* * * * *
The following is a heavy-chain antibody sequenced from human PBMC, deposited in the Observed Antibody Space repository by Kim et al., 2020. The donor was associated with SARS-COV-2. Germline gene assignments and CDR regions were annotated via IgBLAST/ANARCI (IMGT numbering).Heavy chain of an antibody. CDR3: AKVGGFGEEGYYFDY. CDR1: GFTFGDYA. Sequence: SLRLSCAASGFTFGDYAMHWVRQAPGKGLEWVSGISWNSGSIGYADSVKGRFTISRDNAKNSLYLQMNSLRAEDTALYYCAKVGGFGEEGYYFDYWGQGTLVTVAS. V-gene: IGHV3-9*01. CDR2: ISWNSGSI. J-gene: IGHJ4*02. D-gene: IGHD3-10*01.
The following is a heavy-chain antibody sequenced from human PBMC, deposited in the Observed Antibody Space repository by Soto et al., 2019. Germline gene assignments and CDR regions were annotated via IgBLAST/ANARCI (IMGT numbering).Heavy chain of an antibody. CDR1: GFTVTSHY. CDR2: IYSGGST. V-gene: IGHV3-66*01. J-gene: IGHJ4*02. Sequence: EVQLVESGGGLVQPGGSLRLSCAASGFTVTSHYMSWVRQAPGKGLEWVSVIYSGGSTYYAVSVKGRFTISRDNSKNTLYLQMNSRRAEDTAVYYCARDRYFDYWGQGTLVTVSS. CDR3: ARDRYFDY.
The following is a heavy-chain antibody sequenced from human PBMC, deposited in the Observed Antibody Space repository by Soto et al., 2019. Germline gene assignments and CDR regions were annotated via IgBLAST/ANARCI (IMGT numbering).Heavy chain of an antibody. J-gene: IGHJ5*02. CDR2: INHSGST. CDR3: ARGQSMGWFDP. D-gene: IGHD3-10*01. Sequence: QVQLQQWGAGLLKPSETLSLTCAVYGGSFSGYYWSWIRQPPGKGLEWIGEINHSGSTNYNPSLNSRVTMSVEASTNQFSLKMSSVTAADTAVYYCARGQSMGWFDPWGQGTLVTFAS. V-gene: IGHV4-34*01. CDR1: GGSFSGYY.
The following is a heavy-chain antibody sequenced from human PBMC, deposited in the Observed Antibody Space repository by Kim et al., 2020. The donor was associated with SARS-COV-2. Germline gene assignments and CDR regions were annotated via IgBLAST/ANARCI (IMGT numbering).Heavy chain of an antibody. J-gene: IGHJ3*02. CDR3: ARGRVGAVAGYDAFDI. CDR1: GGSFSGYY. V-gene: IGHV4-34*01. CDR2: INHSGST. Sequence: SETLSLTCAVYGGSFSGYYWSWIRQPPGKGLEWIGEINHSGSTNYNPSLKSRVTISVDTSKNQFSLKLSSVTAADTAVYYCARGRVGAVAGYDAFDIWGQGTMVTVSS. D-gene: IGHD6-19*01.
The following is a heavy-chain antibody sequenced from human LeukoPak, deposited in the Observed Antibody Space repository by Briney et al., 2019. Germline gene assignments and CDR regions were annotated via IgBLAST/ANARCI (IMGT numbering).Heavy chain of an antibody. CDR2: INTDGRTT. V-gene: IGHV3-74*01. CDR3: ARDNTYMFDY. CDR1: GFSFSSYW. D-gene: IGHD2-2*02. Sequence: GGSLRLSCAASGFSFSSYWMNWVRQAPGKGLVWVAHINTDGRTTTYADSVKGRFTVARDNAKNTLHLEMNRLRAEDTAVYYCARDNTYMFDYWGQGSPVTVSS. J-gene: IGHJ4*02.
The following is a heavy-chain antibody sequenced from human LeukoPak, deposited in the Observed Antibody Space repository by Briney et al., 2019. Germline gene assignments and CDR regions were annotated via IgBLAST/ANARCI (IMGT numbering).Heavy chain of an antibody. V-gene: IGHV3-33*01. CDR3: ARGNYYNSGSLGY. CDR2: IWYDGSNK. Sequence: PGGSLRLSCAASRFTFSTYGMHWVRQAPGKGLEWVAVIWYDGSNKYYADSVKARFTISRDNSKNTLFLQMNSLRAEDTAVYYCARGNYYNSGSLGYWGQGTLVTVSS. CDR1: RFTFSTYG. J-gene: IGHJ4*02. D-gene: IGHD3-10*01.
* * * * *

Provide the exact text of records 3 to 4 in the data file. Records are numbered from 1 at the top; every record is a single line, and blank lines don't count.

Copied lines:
The following is a heavy-chain antibody sequenced from human PBMC, deposited in the Observed Antibody Space repository by Soto et al., 2019. Germline gene assignments and CDR regions were annotated via IgBLAST/ANARCI (IMGT numbering).Heavy chain of an antibody. J-gene: IGHJ5*02. CDR2: INHSGST. CDR3: ARGQSMGWFDP. D-gene: IGHD3-10*01. Sequence: QVQLQQWGAGLLKPSETLSLTCAVYGGSFSGYYWSWIRQPPGKGLEWIGEINHSGSTNYNPSLNSRVTMSVEASTNQFSLKMSSVTAADTAVYYCARGQSMGWFDPWGQGTLVTFAS. V-gene: IGHV4-34*01. CDR1: GGSFSGYY.
The following is a heavy-chain antibody sequenced from human PBMC, deposited in the Observed Antibody Space repository by Kim et al., 2020. The donor was associated with SARS-COV-2. Germline gene assignments and CDR regions were annotated via IgBLAST/ANARCI (IMGT numbering).Heavy chain of an antibody. J-gene: IGHJ3*02. CDR3: ARGRVGAVAGYDAFDI. CDR1: GGSFSGYY. V-gene: IGHV4-34*01. CDR2: INHSGST. Sequence: SETLSLTCAVYGGSFSGYYWSWIRQPPGKGLEWIGEINHSGSTNYNPSLKSRVTISVDTSKNQFSLKLSSVTAADTAVYYCARGRVGAVAGYDAFDIWGQGTMVTVSS. D-gene: IGHD6-19*01.